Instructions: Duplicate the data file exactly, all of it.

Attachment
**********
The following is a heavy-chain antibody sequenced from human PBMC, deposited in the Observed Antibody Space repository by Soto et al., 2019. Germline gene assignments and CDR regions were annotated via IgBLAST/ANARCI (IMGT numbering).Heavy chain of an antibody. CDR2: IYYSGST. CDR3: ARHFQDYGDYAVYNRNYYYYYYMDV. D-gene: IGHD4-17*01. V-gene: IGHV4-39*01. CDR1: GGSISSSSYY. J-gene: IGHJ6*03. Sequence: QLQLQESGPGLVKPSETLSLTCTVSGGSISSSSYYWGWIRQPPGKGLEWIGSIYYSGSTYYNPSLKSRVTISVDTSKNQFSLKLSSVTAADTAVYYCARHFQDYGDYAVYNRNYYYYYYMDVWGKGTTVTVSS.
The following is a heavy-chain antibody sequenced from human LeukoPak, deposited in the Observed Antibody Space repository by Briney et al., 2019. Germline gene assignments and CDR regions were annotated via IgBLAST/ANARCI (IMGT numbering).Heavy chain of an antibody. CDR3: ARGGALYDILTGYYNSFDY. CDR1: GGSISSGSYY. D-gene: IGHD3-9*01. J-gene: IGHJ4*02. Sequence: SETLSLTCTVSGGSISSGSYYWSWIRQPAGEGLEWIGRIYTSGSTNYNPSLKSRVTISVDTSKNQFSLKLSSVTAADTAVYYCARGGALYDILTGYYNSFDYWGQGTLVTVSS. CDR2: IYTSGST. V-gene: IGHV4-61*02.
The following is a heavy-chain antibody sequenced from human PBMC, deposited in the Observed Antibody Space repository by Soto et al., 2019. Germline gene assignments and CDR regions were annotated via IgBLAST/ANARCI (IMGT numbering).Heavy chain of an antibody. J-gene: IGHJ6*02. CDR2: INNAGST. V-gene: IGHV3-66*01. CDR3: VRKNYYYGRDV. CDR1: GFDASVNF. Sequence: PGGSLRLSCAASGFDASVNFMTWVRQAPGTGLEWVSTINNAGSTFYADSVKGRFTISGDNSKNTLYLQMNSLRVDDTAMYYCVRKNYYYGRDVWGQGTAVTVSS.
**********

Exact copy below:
The following is a heavy-chain antibody sequenced from human PBMC, deposited in the Observed Antibody Space repository by Soto et al., 2019. Germline gene assignments and CDR regions were annotated via IgBLAST/ANARCI (IMGT numbering).Heavy chain of an antibody. CDR2: IYYSGST. CDR3: ARHFQDYGDYAVYNRNYYYYYYMDV. D-gene: IGHD4-17*01. V-gene: IGHV4-39*01. CDR1: GGSISSSSYY. J-gene: IGHJ6*03. Sequence: QLQLQESGPGLVKPSETLSLTCTVSGGSISSSSYYWGWIRQPPGKGLEWIGSIYYSGSTYYNPSLKSRVTISVDTSKNQFSLKLSSVTAADTAVYYCARHFQDYGDYAVYNRNYYYYYYMDVWGKGTTVTVSS.
The following is a heavy-chain antibody sequenced from human LeukoPak, deposited in the Observed Antibody Space repository by Briney et al., 2019. Germline gene assignments and CDR regions were annotated via IgBLAST/ANARCI (IMGT numbering).Heavy chain of an antibody. CDR3: ARGGALYDILTGYYNSFDY. CDR1: GGSISSGSYY. D-gene: IGHD3-9*01. J-gene: IGHJ4*02. Sequence: SETLSLTCTVSGGSISSGSYYWSWIRQPAGEGLEWIGRIYTSGSTNYNPSLKSRVTISVDTSKNQFSLKLSSVTAADTAVYYCARGGALYDILTGYYNSFDYWGQGTLVTVSS. CDR2: IYTSGST. V-gene: IGHV4-61*02.
The following is a heavy-chain antibody sequenced from human PBMC, deposited in the Observed Antibody Space repository by Soto et al., 2019. Germline gene assignments and CDR regions were annotated via IgBLAST/ANARCI (IMGT numbering).Heavy chain of an antibody. J-gene: IGHJ6*02. CDR2: INNAGST. V-gene: IGHV3-66*01. CDR3: VRKNYYYGRDV. CDR1: GFDASVNF. Sequence: PGGSLRLSCAASGFDASVNFMTWVRQAPGTGLEWVSTINNAGSTFYADSVKGRFTISGDNSKNTLYLQMNSLRVDDTAMYYCVRKNYYYGRDVWGQGTAVTVSS.